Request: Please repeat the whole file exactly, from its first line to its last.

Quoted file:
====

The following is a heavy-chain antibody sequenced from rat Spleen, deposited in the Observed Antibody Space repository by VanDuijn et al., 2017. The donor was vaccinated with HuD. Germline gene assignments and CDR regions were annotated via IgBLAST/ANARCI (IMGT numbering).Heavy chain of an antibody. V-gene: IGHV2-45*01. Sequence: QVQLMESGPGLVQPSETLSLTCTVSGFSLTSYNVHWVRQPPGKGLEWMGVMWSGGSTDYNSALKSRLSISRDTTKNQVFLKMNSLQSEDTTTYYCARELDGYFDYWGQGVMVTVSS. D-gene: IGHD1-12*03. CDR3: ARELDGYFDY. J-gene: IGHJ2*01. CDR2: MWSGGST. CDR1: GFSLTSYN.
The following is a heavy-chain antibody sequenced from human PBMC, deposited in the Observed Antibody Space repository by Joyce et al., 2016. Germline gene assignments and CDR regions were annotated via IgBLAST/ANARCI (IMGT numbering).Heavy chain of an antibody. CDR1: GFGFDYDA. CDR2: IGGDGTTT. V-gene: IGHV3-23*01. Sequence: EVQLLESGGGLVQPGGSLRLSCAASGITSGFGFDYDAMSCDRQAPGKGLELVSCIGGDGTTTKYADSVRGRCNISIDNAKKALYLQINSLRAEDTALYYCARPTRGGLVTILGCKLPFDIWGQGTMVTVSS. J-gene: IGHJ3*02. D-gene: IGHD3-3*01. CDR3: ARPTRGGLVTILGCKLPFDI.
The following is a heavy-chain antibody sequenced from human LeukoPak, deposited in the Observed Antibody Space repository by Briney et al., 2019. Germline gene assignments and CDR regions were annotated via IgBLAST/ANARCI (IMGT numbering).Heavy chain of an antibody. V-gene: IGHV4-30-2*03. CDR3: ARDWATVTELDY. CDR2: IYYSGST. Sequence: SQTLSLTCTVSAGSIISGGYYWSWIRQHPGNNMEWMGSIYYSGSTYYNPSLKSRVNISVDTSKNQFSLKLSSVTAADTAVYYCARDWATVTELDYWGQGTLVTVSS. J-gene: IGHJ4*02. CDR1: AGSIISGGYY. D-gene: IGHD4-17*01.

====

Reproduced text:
The following is a heavy-chain antibody sequenced from rat Spleen, deposited in the Observed Antibody Space repository by VanDuijn et al., 2017. The donor was vaccinated with HuD. Germline gene assignments and CDR regions were annotated via IgBLAST/ANARCI (IMGT numbering).Heavy chain of an antibody. V-gene: IGHV2-45*01. Sequence: QVQLMESGPGLVQPSETLSLTCTVSGFSLTSYNVHWVRQPPGKGLEWMGVMWSGGSTDYNSALKSRLSISRDTTKNQVFLKMNSLQSEDTTTYYCARELDGYFDYWGQGVMVTVSS. D-gene: IGHD1-12*03. CDR3: ARELDGYFDY. J-gene: IGHJ2*01. CDR2: MWSGGST. CDR1: GFSLTSYN.
The following is a heavy-chain antibody sequenced from human PBMC, deposited in the Observed Antibody Space repository by Joyce et al., 2016. Germline gene assignments and CDR regions were annotated via IgBLAST/ANARCI (IMGT numbering).Heavy chain of an antibody. CDR1: GFGFDYDA. CDR2: IGGDGTTT. V-gene: IGHV3-23*01. Sequence: EVQLLESGGGLVQPGGSLRLSCAASGITSGFGFDYDAMSCDRQAPGKGLELVSCIGGDGTTTKYADSVRGRCNISIDNAKKALYLQINSLRAEDTALYYCARPTRGGLVTILGCKLPFDIWGQGTMVTVSS. J-gene: IGHJ3*02. D-gene: IGHD3-3*01. CDR3: ARPTRGGLVTILGCKLPFDI.
The following is a heavy-chain antibody sequenced from human LeukoPak, deposited in the Observed Antibody Space repository by Briney et al., 2019. Germline gene assignments and CDR regions were annotated via IgBLAST/ANARCI (IMGT numbering).Heavy chain of an antibody. V-gene: IGHV4-30-2*03. CDR3: ARDWATVTELDY. CDR2: IYYSGST. Sequence: SQTLSLTCTVSAGSIISGGYYWSWIRQHPGNNMEWMGSIYYSGSTYYNPSLKSRVNISVDTSKNQFSLKLSSVTAADTAVYYCARDWATVTELDYWGQGTLVTVSS. J-gene: IGHJ4*02. CDR1: AGSIISGGYY. D-gene: IGHD4-17*01.